Dear Annie: My relationship with my younger sister is on the tip of breaking. "Lana" is 15 and habitually goes through my things and steals from me. When confronted, she becomes defensive and lies. She's been doing this for years and shows no sign of stopping. Mom says she is "trying her hardest" to rectify the problem, but nothing changes.
Lana has taken CDs, books, clothes, personal hygiene items, gifts from friends, jewelry and money. She is not a kleptomaniac. She is just evil and spiteful. I'm convinced this would end if I could put a lock on my bedroom door, but my mother won't hear of it. She says she doesn't want us to live that way, but we already live that way.
I can barely afford to pay for college fees and textbooks, let alone move out and replace all my stuff.
I can't take it anymore. What do I do?
Dear Debbie: Go to the hardware store, buy a lock and put it up yourself. Show your mother this letter, and tell her we said to do this. We don't know if Lana has some mental health issues or is just excessively jealous of you, but if Mom can't get her to stop stealing, professional help might curb her more damaging behavior. We also recommend you start saving your money and find a way to move out of the house as soon as possible.
Dear Annie: I attended a wedding dinner at an upscale hotel. A table just outside the dining room was set up for wedding gifts. I left my present on that table like everyone else.
Weeks passed and I did not receive a thank-you note, so I began to wonder if the couple had received my gift. Sure enough, it had gotten lost and they never saw it. Am I obligated to buy another present?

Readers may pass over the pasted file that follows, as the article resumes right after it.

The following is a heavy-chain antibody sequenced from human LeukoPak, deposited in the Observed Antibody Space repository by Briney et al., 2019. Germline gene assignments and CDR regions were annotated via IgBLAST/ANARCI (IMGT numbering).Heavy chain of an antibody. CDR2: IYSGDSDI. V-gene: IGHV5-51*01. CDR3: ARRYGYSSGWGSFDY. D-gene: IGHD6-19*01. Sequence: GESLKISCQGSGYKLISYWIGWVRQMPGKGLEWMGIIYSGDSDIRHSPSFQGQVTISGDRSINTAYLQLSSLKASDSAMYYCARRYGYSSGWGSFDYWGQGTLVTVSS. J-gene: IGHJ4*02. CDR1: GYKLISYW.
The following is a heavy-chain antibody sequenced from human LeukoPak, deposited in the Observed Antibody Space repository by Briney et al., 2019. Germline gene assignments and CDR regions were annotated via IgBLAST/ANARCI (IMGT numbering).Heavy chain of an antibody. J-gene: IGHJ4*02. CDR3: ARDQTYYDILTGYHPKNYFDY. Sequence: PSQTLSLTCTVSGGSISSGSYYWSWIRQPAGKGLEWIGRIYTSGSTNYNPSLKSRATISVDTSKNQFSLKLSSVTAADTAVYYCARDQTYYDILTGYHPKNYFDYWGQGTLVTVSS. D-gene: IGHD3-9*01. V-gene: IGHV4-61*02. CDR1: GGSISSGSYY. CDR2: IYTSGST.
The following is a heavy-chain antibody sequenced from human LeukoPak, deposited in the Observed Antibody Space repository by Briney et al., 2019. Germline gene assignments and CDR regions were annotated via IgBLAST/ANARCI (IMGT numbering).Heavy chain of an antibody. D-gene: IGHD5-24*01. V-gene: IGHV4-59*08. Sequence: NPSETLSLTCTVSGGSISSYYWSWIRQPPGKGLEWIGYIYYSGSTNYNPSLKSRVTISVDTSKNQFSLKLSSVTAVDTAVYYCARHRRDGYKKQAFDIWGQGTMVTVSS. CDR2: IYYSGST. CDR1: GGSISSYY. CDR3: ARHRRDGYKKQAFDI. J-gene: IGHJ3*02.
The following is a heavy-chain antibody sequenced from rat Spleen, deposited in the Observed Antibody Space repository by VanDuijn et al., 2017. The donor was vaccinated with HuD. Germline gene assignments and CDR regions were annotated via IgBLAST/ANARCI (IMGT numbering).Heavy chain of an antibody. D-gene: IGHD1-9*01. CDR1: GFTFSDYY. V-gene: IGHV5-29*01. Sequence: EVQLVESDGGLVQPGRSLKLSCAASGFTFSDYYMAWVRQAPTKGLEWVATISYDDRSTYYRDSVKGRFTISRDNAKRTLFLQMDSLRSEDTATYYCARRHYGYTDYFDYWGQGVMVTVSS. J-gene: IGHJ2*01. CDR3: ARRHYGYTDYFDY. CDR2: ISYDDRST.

- Still Wondering in Alabama
Dear Alabama: You are not obligated to replace a gift that was lost through no fault of your own, although if you are particularly close to the family, you may wish to do so. This is why we strongly recommend that gifts be sent directly from the store to the home. That way, if anything is lost or missing, it can be traced and replaced by the store. Open display tables of gifts are not uncommon, but there is an unfortunate risk of theft or loss.
Dear Annie: I want to thank "A Doctor in California" for his statement that not everyone who uses pain medication is an addict. I particularly appreciated his sentence stating: "If it is prescribed by a physician and his condition monitored regularly for the purpose of improving function and maximizing potential, it is legal and beneficial." He goes on to say if he can't cure his patient, his next goal is to alleviate suffering.
I've suffered a chronic and debilitating pain condition for years. I went through the gamut of natural remedies (massage, acupuncture, you name it), and over-the-counter painkillers. Too many of us are accused of being addicts because we need painkillers to have some quality of life. There is so much media blitz about addictions and so many abusers that it hurts those of us who truly need prescription assistance.
To hear from a doctor who understands what we face, physically and socially, brought tears to my eyes.
- A Chronic Pain Patient
Dear Patient: Many readers, and their families, were grateful that doctor wrote.